‘Microsleep’ possible cause of Croydon tram derailment

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Photo: RAIB.

The driver of a Croydon tram that derailed, resulting in the deaths of seven passengers, may have had a “microsleep” moments before the crash, accident investigators have concluded.

The Rail Accident and Investigation Branch (RAIB) made 15 recommendations in its report into the Sandilands junction derailment.

On November 9, 2016, an early morning Croydon tram service derailed when it hit the 20 km/h bend at 73 km/h. In addition to the seven fatalities, 61 passengers were injured in the incident, 19 seriously.

The report concluded that the driver probably “lost awareness” prior to the derailment and then became confused about his location. The RAIB believes the incident was linked to fatigue, although not as a result of the driver’s shift pattern, and could have been caused by a microsleep.

The RAIB has recommended that the operator, Tram Operations Ltd (TOL), look into technology that can monitor driver alertness and automatically apply the brakes if a tram is going too fast – neither of which were available at the time.

During the investigation, the RAIB ran computer simulations that confirmed that the tram would have derailed at any speed above 49 km/h (30 mph). It said better signage was also required to remind drivers when to start braking.

The report also recommended creating a dedicated safety body for the UK’s tram networks.


Recommendation areas

  • technology, such as automatic braking and systems to monitor driver alertness
  • better understanding the risks associated with tramway operations, particularly when the tramway is not on a road, and the production of guidance on how these risks should be managed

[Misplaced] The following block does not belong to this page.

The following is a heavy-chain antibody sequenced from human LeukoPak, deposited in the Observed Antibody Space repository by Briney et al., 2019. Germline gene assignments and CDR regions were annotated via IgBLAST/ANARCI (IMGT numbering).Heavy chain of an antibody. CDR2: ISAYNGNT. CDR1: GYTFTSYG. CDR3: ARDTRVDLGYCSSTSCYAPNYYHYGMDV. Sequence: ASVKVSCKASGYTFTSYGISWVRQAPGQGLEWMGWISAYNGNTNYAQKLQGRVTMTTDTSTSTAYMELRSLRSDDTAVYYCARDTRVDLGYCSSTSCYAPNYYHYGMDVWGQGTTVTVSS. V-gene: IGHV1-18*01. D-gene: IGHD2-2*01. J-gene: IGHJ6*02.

• improving the strength of doors and windows
  • improvements to safety management systems, particularly encouraging a culture in which everyone feels able to report their own mistakes
  • improvements to the tram operator’s safety management arrangements so as to encourage staff to report their own mistakes and other safety issues
  • reviewing how tramways are regulated
  • a dedicated safety body for UK tramways

The investigation found a blame culture within TOL and discovered that earlier late braking incidents at the same junction hadn’t been reported.

Analysis of the incident showed that the main cause of death and injuries was passengers being thrown from the tram. The RAIB recommended tram owners and operators look at how they can strengthen doors and windows to keep passengers contained within trams during similar incidents.

Simon French, chief inspector of rail accidents said: “The RAIB’s report into the accident at Sandilands will stand as the record of the events that led to the tram overturning and the terrible human consequences. Our careful analysis of the evidence, and identification of the causal and underlying factors, has enabled us to make a number of far-reaching recommendations. These will have a lasting impact on the way that the tramway industry manages its risk.

“We are recommending action in five main areas. The first is the use of modern technology to intervene when trams approach hazardous features too fast, or when drivers lose awareness of the driving task.

“Tramways need to promote better awareness and management of the risk associated with tramway operations. Work needs to be done to reduce the extent of injuries caused to passengers in serious tram accidents, and to make it easier for them to escape. There need to be improvements to safety management systems, particularly encouraging a culture in which everyone feels able to report their own mistakes.

“Finally, greater collaboration is needed across the tramway industry on matters relating to safety.